Corporations Face Call to Disclose Nature-Related Risks

Millions of Americans this week stepped outside and found themselves enveloped in a thick haze, leading government officials across the northern and eastern United States to warn against spending too much time outdoors. The cause of the noxious air hanging around them: Smoke billowing from wildfires raging thousands of miles away in Canada.

Environmental scientists suggest such disruptions will become more common going forward as the result of climate change. As companies consider the toll these events could take on their operations, they’re also grappling with how to best to disclose related biodiversity and nature risks to their business.

Recent years have seen corporate governance specialists take more interest in the interplay between global commerce and “natural capital.” A World Bank analysis published in 2021 delved into the ways in which economies, particularly in low-income nations, rely on nature to provide resources for their industries. For example, agricultural sectors often depend on wild pollination to produce crops, while timber-dependent businesses need trees from native forests to produce their goods. (Aside from throwing off daily activities in surrounding regions for thousands of miles, the smoke from wildfires in Canada is a tangible reminder of a massive ongoing loss of assets.) The World Bank estimated that the degradation of these “natural services” could lead to decline in global GDP of $2.7 trillion.

The growing recognition of biodiversity and nature risks has led to calls for action on the part of regulators and corporations. Meanwhile, some attempts to standardize nature risk reporting on a broad scale have begun to emerge. Most notably, delegates to the United Nations Biodiversity Conference in December adopted the Kunming-Montreal Global Biodiversity Framework, which aims to address biodiversity loss, restore ecosystems and protect indigenous rights. Kirkland & Ellis commented that the framework “comes amid growing stakeholder pressure for private entities to increase their understanding and transparency on nature-related financial risks to operations and investments.” Debevoise & Plimpton pointed out that, “[w]hile the Framework is not legally binding, countries committed to creating and reporting on national biodiversity strategies and action plans, including national targets, in order to implement the global Framework.” Clifford Chance remarked that the framework is “being hailed by some as the Paris for nature, a comparison to the Paris Climate Agreement in 2015 which saw agreement for the first time on a common goal to cut greenhouse gas emissions.”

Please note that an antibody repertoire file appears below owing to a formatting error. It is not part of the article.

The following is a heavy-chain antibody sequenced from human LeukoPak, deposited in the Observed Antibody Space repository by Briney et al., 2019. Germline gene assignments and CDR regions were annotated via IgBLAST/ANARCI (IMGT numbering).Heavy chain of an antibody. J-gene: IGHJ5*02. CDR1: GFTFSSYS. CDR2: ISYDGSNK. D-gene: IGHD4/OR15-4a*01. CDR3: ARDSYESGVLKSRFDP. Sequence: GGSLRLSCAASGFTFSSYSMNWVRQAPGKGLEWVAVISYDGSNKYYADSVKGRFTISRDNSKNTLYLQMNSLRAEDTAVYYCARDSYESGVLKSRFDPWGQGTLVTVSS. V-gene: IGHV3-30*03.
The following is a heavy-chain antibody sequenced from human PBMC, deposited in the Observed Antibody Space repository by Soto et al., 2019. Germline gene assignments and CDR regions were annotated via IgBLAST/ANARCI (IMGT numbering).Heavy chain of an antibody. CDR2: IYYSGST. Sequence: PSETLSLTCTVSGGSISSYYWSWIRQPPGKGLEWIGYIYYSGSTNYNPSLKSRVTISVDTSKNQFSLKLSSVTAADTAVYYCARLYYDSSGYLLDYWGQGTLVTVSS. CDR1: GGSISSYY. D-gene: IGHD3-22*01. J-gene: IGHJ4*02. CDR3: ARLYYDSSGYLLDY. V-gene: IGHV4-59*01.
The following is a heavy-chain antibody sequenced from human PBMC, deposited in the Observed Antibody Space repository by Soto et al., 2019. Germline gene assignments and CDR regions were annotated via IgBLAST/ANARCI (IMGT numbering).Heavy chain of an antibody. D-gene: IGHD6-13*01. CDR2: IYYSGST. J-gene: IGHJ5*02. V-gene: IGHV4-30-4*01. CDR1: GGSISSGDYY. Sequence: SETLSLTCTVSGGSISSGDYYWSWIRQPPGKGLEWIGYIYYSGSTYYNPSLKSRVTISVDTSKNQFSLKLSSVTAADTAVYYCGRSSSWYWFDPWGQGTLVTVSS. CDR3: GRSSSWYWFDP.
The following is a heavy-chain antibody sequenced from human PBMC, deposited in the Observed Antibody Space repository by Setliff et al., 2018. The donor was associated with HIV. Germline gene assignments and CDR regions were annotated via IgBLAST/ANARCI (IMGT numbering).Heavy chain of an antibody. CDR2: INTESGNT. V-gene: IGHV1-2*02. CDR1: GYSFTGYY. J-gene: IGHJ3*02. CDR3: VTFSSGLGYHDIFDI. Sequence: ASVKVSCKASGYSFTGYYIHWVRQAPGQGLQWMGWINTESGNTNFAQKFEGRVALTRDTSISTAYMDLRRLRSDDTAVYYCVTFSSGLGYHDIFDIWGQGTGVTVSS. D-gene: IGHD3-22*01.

Early efforts by issuers to report nature risks are popping up in financial filings as well:

  • In a proxy statement filed on April 21, 2023, online travel company Expedia Group Inc. touted its commitment “to actively improv[ing] natural spaces” and “help[ing] local biodiversity thrive.” The company noted, for example” that it “will no longer sell or promote attractions and activities that include performances, interactions and swimming experiences with captive dolphins and whales.”
  • In its fiscal year 2022 10-K filing submitted in January 2023, cruise operator Carnival Corp. spelled out its progress in meeting specific 2030 biodiversity and conservation goals, mentioning that it “[c]ontinued working with the Ocean 100 Dialogues to support ocean stewardship with a focus on climate change and biodiversity.”
  • In a Form 8-K announcing its Q3 2022 results, earth imaging company Planet Labs PBC highlighted its partnerships with the U.N.’s climate change conference and convention on biological diversity. The company stated that these partnerships include “using satellites to monitor key biodiversity areas” and plans “to create a location dataset for global supply chains that aims to increase resilience.”

Count on other organizations such as the Science-Based Targets Network to continue adding to the conversation about nature risk reporting going forward.

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